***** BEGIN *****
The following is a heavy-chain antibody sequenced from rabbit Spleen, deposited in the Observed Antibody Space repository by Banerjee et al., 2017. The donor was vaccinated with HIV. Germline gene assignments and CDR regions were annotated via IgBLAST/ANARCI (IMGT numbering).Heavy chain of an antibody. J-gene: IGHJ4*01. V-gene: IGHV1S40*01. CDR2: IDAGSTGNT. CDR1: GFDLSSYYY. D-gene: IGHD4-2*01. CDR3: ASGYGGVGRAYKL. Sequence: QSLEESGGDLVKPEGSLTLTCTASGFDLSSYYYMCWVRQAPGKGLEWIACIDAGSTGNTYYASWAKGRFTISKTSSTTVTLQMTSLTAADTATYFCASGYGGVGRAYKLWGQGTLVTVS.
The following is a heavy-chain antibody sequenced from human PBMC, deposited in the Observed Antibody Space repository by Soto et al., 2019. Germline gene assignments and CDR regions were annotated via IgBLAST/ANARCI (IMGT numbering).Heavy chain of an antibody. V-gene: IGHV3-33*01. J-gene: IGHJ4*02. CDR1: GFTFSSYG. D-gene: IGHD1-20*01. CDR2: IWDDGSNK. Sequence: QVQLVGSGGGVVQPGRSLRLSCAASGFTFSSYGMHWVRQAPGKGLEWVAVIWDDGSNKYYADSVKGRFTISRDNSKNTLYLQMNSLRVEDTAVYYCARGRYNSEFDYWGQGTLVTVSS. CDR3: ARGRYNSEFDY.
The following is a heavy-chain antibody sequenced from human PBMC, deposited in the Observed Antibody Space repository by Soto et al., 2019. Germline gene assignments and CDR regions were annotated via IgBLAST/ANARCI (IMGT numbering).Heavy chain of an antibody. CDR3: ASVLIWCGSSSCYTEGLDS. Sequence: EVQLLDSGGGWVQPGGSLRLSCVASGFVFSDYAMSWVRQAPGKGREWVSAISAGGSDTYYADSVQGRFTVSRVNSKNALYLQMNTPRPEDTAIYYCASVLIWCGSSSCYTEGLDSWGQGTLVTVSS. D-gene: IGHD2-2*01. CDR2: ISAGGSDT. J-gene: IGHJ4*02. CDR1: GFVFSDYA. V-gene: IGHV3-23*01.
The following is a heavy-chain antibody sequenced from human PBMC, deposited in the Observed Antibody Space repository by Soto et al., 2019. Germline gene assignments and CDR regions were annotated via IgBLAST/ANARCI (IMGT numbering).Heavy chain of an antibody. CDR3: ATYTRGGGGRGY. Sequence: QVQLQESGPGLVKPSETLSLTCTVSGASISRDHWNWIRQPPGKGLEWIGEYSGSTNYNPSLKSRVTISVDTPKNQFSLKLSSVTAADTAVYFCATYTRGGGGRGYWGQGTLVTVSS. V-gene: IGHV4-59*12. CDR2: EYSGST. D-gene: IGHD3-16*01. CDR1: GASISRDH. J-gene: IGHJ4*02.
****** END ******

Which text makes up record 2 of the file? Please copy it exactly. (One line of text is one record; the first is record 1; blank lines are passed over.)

The following is a heavy-chain antibody sequenced from human PBMC, deposited in the Observed Antibody Space repository by Soto et al., 2019. Germline gene assignments and CDR regions were annotated via IgBLAST/ANARCI (IMGT numbering).Heavy chain of an antibody. V-gene: IGHV3-33*01. J-gene: IGHJ4*02. CDR1: GFTFSSYG. D-gene: IGHD1-20*01. CDR2: IWDDGSNK. Sequence: QVQLVGSGGGVVQPGRSLRLSCAASGFTFSSYGMHWVRQAPGKGLEWVAVIWDDGSNKYYADSVKGRFTISRDNSKNTLYLQMNSLRVEDTAVYYCARGRYNSEFDYWGQGTLVTVSS. CDR3: ARGRYNSEFDY.